Dissecting Dragons: Episode 156: Childcatchers and Trunchbulls - Portrayals of Abuse in Children's Fiction
Something that all the best Mid Grade or Junior Fiction does, is portray an authentic child's experience of the world, whilst still couching the more difficult aspects in terms that a child can process. This is never more true than in the case of various types of abuse that children may unfortunately be subjected too. However, many adults find such portrayals difficult to access because they are 'cartoonish' and don't deal factually with what's happening. There is also the child censorship issue as to what it is appropriate to include in a children's book.
This week the dragons take a look at why difficult topics are presented the way they are in children's fiction. Why is it that children need that different portrayal that doesn't grip most adults in the same way? Why are portrayals of abuse and bullying so often paired with fantasy elements? How is it that some books contain a subtext accessible only for people who can look with a child's perspective? And why is it important that these unpleasant realities are reflected in children's literature at all? After all, isn't reading about escapism? On the slab this week Goodnight Mr Tom by Michelle Magorian, The Tulip Touch by Anne Fine, Telling the Sea by Pauline Fisk, the Harry Potter series (naturally) and many more.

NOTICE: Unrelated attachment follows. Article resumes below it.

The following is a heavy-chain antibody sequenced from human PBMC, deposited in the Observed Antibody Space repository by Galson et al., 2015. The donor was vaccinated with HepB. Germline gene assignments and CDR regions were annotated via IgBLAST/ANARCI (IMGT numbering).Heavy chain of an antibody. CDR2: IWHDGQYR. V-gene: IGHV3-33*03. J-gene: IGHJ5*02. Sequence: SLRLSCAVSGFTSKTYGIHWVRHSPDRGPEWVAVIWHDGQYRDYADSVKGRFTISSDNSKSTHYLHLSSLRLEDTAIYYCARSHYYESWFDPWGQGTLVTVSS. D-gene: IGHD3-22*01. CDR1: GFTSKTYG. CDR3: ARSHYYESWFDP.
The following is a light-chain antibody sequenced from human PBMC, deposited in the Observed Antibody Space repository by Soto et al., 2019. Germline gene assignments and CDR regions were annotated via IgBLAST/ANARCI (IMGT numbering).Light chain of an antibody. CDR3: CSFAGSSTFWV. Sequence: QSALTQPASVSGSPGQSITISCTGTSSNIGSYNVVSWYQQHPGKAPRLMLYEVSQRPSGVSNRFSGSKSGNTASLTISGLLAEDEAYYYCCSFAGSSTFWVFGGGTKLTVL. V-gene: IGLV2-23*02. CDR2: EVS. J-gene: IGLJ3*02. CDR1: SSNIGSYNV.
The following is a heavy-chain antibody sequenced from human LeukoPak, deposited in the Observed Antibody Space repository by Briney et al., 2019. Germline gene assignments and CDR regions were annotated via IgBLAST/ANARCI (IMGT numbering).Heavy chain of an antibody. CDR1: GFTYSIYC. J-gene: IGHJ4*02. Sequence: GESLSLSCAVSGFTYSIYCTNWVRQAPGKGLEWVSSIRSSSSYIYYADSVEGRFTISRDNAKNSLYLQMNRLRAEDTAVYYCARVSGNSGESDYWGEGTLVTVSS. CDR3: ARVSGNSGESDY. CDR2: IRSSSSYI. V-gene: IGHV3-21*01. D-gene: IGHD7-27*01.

Title Music: Ecstasy by Smiling Cynic
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